"With Illinois and a couple of others states, I think they've created more of a culture," said Blumke, who went to work for the U.S. Department of Veterans Affairs after graduating last year. "There's been a significant investment in Illinois. But beyond that, the governor's office and his directors have made it a culture in the state: 'This is what we're doing.'"
As lieutenant governor, Quinn made a point of attending the funerals of Illinoisans killed in Afghanistan and Iraq. As governor he has continued to work with lawmakers to roll out programs intended to benefit veterans. This month the governor announced a new home loan program for veterans and eased State Police hiring restrictions for Iraq and Afghanistan veterans. He spent a portion of the Christmas holiday this year visiting wounded U.S. troops in Germany.
But with a relatively slim $14.88 million of the state Veterans Affairs budget in 2011 not spoken for by veterans' homes, the department at times depends on the generosity of other institutions to meet younger veterans' needs.
The Illinois Veterans Grant has helped many returning soldiers like Lucido. The 30-year-old is less than a year away from getting his MBA from the University of Illinois and has a job lined up with a consulting firm in Washington, D.C.
But the state hasn't provided enough money to cover the program's costs in years, and the grant remains a popular choice for Illinois vets even with improved federal G.I. Bill benefits available in recent years.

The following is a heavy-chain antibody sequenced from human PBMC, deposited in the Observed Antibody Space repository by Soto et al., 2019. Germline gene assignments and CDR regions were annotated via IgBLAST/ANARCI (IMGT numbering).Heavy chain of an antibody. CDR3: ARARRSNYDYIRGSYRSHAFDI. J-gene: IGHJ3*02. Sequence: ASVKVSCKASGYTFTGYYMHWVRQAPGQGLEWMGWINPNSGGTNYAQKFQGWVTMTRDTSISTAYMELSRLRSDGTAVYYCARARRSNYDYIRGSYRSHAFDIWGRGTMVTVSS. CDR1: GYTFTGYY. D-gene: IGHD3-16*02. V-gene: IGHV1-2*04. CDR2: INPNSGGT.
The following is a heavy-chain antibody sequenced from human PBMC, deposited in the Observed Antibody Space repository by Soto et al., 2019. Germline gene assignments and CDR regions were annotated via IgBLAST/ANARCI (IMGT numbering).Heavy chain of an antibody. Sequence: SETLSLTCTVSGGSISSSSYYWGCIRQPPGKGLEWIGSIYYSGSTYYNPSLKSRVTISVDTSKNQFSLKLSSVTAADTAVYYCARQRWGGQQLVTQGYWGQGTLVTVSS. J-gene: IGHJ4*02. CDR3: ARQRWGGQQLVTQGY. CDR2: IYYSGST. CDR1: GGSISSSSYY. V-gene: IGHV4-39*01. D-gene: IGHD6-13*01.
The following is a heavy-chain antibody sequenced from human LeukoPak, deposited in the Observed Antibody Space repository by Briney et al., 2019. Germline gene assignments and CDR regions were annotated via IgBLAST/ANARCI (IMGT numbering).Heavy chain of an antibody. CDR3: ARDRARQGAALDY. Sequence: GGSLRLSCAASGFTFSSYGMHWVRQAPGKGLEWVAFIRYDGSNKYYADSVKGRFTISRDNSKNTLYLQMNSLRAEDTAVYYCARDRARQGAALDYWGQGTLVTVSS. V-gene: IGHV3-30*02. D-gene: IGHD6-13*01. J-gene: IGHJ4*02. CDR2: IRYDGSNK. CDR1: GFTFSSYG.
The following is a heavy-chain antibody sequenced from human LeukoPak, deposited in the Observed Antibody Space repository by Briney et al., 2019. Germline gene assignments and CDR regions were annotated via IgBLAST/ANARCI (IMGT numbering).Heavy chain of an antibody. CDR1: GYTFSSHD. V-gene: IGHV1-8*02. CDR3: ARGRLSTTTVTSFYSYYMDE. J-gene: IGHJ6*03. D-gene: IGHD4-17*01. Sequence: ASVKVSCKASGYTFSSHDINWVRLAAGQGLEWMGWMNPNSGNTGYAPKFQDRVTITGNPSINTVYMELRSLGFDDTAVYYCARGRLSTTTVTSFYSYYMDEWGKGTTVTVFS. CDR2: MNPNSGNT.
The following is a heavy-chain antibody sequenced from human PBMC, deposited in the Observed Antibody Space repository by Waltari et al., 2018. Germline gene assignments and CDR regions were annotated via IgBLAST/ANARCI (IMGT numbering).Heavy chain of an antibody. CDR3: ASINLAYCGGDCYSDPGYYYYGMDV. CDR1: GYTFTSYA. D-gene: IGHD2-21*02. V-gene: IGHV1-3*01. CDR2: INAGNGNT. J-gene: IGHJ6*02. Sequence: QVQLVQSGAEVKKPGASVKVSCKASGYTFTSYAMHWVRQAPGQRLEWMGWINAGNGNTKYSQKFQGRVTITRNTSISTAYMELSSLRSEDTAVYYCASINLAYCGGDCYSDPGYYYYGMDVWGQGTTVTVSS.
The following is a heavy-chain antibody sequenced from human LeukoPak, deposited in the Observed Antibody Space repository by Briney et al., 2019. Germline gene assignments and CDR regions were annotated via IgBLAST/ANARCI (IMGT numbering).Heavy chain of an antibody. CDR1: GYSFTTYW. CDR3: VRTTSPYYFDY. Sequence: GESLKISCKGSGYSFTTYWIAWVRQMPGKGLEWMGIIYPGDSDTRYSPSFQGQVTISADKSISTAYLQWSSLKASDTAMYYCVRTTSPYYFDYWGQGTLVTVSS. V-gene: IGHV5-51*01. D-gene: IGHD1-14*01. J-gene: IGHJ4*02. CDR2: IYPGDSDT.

Illinois' public universities cover what the state doesn't pay. The state's nine public universities spent more than $13 million on the program in 2008, the most recent year for which a collective figure was immediately available from the state Student Assistance Commission.
"Were the schools ever to stop fulfilling the requirements of the law because of a lack of funding, that would be an issue," Borggren said.
Illinois also tries to help soldiers suffering from post-traumatic stress disorder through a new Illinois Warrior Assistance program, started in 2011. But Veterans Affairs had only $274,000 for the program.
Iraq and Afghanistan veterans have higher unemployment rates than the general population — 11.1 percent in November, 2.5 percent higher than the general population, according to the U.S. Department of Labor.
To address that, the state is trying to help find companies with job openings and persuade them to become part of an ongoing effort to connect veterans with jobs, Borggren said. Employers sometimes have to be sold on the skills developed in the armed forces — clerical, mechanical, electronic and computer skills, for instance — and how they translate to the civilian world.
"I think the unemployment issue is something that can't really be fixed at the federal level," Borggren said.Comment on this story
She said public awareness of veterans' needs seems to be strong right now, something that works in her department's favor as it looks for ways to serve returning troops. But it may not last.
Victor Smith, a 78-year-old U.S. Navy veteran who works as legislative director in Illinois for the Veterans of Foreign Wars, said public attention to veterans' concerns tends to quickly fade.
"When the wars are over, you shove the veterans back in the back room," he said. "It's going to happen again; it'll fade into the background."